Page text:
Darrell Wallace Jr. hit out at what he views as a hypocrisy from some of his rivals about what’s acceptable on track ahead of this weekend’s playoffs opener in Las Vegas.
Coming off a third-place finish in Indianapolis, Wallace was asked during a media availability on Friday how far he’d go to earn his first career NASCAR Cup Series win. The Richard Petty Motorsports driver said he wouldn’t flat-out dump another competitor, nor would he wreck his own mother, as many may joke of doing. At least, not if that meant Wallace had to overdrive a corner to make contact and take the win.
Then Wallace transitioned into speaking about on-track racing etiquette, and suddenly the tone changed.
“We laugh about it now; (Ryan) Newman and I were racing at Darlington … we were racing hard, and he got by me, and he left a lane on the top through (Turns) 1 and 2, and I just kind of filled the void,” he said.
“Then down the backstretch, he gives me the bird, which I’m like, ‘Hey man, that’s my move. Don’t take my move. I flip off people.’ But it pissed me off, and I’m like, Dude, we’re racing. Like, what are you mad about? And so, walking through the garage last weekend in Indy, he said something like, ‘Ah, I was kind of frustrated but no harm, no foul,’ and I was like, ‘Oh yeah, it’s just you old guys just hate being raced at any time on the racetrack.’”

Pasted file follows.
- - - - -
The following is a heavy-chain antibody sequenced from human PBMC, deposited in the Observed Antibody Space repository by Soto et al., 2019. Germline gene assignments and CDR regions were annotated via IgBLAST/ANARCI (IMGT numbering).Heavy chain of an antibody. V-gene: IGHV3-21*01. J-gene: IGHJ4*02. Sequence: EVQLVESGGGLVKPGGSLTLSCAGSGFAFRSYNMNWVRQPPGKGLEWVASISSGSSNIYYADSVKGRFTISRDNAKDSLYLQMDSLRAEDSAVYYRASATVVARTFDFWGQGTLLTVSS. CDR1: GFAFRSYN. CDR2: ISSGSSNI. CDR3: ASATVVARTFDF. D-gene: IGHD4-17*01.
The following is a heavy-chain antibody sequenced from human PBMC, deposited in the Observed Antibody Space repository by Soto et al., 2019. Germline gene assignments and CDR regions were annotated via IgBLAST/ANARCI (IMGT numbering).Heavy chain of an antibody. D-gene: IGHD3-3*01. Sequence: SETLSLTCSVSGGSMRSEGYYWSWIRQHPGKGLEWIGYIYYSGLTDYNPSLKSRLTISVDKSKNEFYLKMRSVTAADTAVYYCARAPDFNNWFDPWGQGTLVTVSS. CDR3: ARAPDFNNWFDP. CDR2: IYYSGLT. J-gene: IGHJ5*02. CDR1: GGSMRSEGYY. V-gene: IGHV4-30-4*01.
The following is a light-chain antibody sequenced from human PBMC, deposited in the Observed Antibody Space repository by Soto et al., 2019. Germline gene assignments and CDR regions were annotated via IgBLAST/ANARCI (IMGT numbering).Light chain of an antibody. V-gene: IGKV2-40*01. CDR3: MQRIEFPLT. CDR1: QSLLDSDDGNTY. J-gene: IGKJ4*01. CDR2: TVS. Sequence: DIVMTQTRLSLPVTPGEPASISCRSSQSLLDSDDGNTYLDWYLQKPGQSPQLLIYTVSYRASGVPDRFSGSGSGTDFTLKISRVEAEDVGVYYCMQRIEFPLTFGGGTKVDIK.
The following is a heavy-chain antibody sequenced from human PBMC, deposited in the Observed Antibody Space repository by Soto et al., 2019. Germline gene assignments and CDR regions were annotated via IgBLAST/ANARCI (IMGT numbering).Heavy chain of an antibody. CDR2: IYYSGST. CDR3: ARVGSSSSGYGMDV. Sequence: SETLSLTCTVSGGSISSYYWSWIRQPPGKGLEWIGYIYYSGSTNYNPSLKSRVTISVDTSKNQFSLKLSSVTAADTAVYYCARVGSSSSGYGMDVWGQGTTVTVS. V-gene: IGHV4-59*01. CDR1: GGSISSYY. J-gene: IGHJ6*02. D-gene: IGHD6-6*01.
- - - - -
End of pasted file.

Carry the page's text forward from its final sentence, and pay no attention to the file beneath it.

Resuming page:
Wallace went on to say that drivers hate being raced on restarts and get mad when forced three and four-wide. But when the blame gets passed around, he looks right back at those same drivers for why the situation turned that way.
“You messed up,” Wallace emphasized. “You forced me to make a move, and I’m not going to sit there and ride behind you and get passed and put get three or four-wide, so I’m going to make the move and get by you. So, it’s different. I love how aggressive we race. That’s what I was taught growing up. Be as aggressive as you can, as clean as you can, there’s a fine line, I’m not out there pin-balling off other cars and wrecking people, but if the opportunity presents itself to me to force the issue on you, absolutely that’s going to happen.”
He used an example of how he fell victim to hard racing earlier this year, ironically at Las Vegas Motor Speedway. Wallace and Ryan Preece were racing “the absolute crap out of each other” for a position, for which Wallace at first found himself apologizing.
“In my Monday morning debrief I text him, ‘Hey man, sorry, it was just hard racing,’” said Wallace. “He was like, ‘Dude, why are you apologizing for racing hard?’ And I was like, you know what, you’re absolutely right. We were racing hard, we got out – we didn’t shake each other’s hand but we weren’t pissed off at each other, it was just one of those days. It’s what we do.
“We get paid to race, not fall in line and not race the other guys as hard. I don’t know if you were racing 20 years ago in this series and it wasn’t like this. Well, it’s a new day. **** changes every day. Get accustomed to it.”
Vent over, Wallace then paused and said, “Sorry, that pisses me off because a lot of the older guys get pissed off when the young guys race them hard. So, that just strikes a nerve.”